Blot: The two ends look like the tail and rear end of something dividing into something, diving into eternity, coming out of this world and going (191)

Artaud: “Like life, like nature, thought soes from the inside out before going from the outside in. I begin to think in the void and from the void I move toward the plenum; and when I have reached the plenum I can fall back into the void. I go from abstract to the concrete and not from the concrete toward the abstract. (191)

Schizophrenics caught up in a truth-taking stare can say only that everything seems different, somehow wrong, unreal, or more real. (191)

Heidegger uses phrases such as “the world worlds” and “the nothing itself nothings” attempting to express the ontological without resorting to what he saw as the distorting vocabulary appropriate for describing identifiable objects within the world. (192)

With the vanishing of familiar meanings and distinctions, one can easily become engrossed in the particularity of individual things or sensations; yet, precisely because of this vanishing, the sheer fact of the existence or the presence of these phenomena is what is likely to become most salient (all else being categorical in nature)—and this is the very quality they share with all objects. (192)

Inner Speech

Leo Vygotsy: calls inner speech the form of speech that derives from its function , its role as a medium of expression rather than communication, a way of symbolizing thoughts for oneself… in inner speech, language becomes abbreviated or telegraphic: syntax is simplified, explicit causal and logical connections are omitted, and there is an absence of framing devices such as those normally used to distinguish metaphorical from literal meanings of verbal images. (194)

“I thought New York too small to hold” “obscurity has come to be not just a by-product but a value in itself, almost a required mark of the seriousness and aesthetic worth of a poetic effort” (195)

Automatic writing or inner speech need not be a primitivist, exuberant, stream of consciousness… “any such lingering romantic belief in the necessary linkage between inwardness and the Dionysian is certainly refuted in the fiction of Beckett.” In Beckett, we find ourselves inside a head, listening to a kind of inner speech, but the thoughts we encounter could hardly be more repetitive or devitalized. (197)

Schizophrenics tend to intermingle associations into their speech without clearly indicating their relevance; their speech does not, however, show the prominence of sexual or aggressive themes, or the disordered logic, that psychoanalytic theory would lead one to expect. (197) We are not moving toward childhood or emotional states.

The Apotheosis of the Word

Barthes: in Writing Degree Zero, he talks about the notion that modern literature originates when the Word sheds its transparency and begins to shine forth as an independent object of attention and source of meaning. (198)

Mallarme: The work of art in its complete purity implies the disappearance of the poet’s oratorical presence. The poet leaves the initiative to the words, to the clash of their mobilized diversities. The words ignite through the mutual reflexes like a flash of fire over jewels. Such reflexes replace that respiration perceptible in the old lyrical aspiration or the enthusiastic personal direction of the sentence. (198)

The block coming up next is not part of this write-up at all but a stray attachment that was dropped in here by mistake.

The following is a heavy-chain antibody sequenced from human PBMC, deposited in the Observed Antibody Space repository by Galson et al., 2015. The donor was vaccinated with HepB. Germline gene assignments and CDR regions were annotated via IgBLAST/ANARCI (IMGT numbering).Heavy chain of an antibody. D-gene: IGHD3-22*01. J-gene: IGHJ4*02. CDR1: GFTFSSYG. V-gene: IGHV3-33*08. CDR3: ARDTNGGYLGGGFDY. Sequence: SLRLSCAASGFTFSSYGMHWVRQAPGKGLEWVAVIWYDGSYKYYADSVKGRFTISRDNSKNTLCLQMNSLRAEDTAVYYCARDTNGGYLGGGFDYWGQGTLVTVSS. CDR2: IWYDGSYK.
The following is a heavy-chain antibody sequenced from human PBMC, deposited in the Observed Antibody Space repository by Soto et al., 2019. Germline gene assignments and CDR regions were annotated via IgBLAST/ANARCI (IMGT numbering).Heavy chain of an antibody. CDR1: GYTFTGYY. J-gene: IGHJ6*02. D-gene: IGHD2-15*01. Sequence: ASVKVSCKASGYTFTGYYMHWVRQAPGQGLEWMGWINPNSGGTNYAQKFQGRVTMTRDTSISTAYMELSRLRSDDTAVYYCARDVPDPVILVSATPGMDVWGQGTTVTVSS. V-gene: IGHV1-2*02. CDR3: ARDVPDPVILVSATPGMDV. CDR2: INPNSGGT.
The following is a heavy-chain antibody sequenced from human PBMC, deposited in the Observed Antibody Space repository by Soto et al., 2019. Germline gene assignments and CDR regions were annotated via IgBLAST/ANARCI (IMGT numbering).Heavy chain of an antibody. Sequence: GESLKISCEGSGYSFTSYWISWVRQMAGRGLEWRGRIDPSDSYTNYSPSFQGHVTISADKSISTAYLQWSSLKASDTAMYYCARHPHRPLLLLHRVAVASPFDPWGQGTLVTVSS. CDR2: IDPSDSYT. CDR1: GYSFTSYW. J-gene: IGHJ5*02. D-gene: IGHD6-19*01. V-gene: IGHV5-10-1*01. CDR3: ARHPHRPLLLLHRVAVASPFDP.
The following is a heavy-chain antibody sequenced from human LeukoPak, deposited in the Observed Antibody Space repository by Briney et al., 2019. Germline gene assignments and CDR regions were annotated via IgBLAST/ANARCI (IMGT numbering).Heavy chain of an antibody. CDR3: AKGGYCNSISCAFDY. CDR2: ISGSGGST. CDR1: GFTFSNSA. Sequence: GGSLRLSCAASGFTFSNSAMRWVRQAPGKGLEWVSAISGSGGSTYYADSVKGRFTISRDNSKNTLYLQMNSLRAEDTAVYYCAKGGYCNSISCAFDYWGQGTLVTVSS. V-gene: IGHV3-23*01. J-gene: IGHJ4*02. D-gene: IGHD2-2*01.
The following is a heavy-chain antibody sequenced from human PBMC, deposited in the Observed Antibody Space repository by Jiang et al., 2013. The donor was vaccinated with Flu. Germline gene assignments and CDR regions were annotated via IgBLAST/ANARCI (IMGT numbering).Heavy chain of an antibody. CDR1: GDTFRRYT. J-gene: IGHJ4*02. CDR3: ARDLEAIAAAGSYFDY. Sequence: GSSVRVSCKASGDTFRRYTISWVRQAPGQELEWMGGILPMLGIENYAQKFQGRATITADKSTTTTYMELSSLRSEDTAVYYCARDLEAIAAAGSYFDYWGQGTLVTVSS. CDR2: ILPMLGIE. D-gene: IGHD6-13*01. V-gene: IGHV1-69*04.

This Mallarmean withdrawal: is the sensory presence of a signifying vehicle (phonological in speech, graphological in writing) and the elusive multi-valence of meaning. (199)

Derrida draws us toward the traces of language: the references half-awake in words, meanings that the signifier might have had in other contexts. (199)

Socrates describes writing with the Greek pharmakon, which means both remedy and poison, suggesting that writing is a gift to mankind that was intended to be a remedy—for failure of memory—but that turned out to have a certain contaminating and corrupting effect. (200)

Certain forces of association unite… the words ‘actually present’ in a discourse with all the other words in the lexical system, whether or not they appear as ‘words.’ … They communicate with the totality of the lexicon through their syntactic play and at least through the subunits that compose what we call a word.” (200)

Derrida describes speaking as an anguished yet exhilarating experience of losing control—the speaker passively watching as all possible meanings push each other within the necessarily restricted passageway of speech, thus preventing wach other’s emergence , yet all the while calling upon each other, provoking each other too unforeseeably and as if despite oneself, in a kind of autonomous overassemblage of meanings, power of pure equivocality that makes the creativity of the classical God appear all too poor. (200)

Derrida: On writing vs. speech: Writing persists, is transportable, less likely to be directed towards a single individual—written language makes us aware of both the materiality of the signifying medium and its potential for ambiguity, its nonidentity with an original intention-to-signify. These aspects of writing are essential features of all language (including speech) (202)

Derrida and Merleau-Ponty had opposite visions of writing: While derrida promoted the experience of being staggered, paralyzed, or thrilled by the materiality and infinite ambiguity of language, M-P said that the paper and the letters on it and the eyes and body are the minimum setting for some invisible operation of readings (of meaning). (202)

Derrida treats signifiers as alien or mysterious objects—depersonalized, divorced of shared social context, devoid of any sense at all. (203)
Instead of being regressive, Schizophrenic speech comes closer to Derrida’s version of arch-writing, an experimental attitude that would sever the word from any intention-to-signify. (203)

Ped Xing: Now we are entering a Chinese village. (204)

Citations: This emphasis on the possibility of citing a signifier, or perceiving it as already being a citation, goies beyond a simple disjoining from an original setting; it means putting the signifier in a particular type of alternative context, one in which language is mentioned rather than used, where it is seen as a signifying medium rather than being inhabited, or rendered transparent, in the act of attending to some extra-linguistic referent. (205)

Patients experience words as if they’re constantly surrounded by quotation marks. (205)

Intention and Meaning in Schizophrenic Speech

Schizophrenics refuse to share meaning. This could be seen as a deficit or cognitive dysfunction, but it’s so selective. Sometimes they make sense, other times not. (206) duh

Mysteriousness in schizophrenic language made be for it’s own sake (there is a certain glory in not being understood—Baudelaire) (207)

R.D. Laing suggested that a large portion of schizophrenic speech is “simply nonsense, red-herring speech, prolonged filibustering to throw dangerous people off the scent, to create boredom and futility in others” (207)

Leave a Reply

Your email address will not be published. Required fields are marked *

You may use these HTML tags and attributes: <a href="" title=""> <abbr title=""> <acronym title=""> <b> <blockquote cite=""> <cite> <code> <del datetime=""> <em> <i> <q cite=""> <s> <strike> <strong>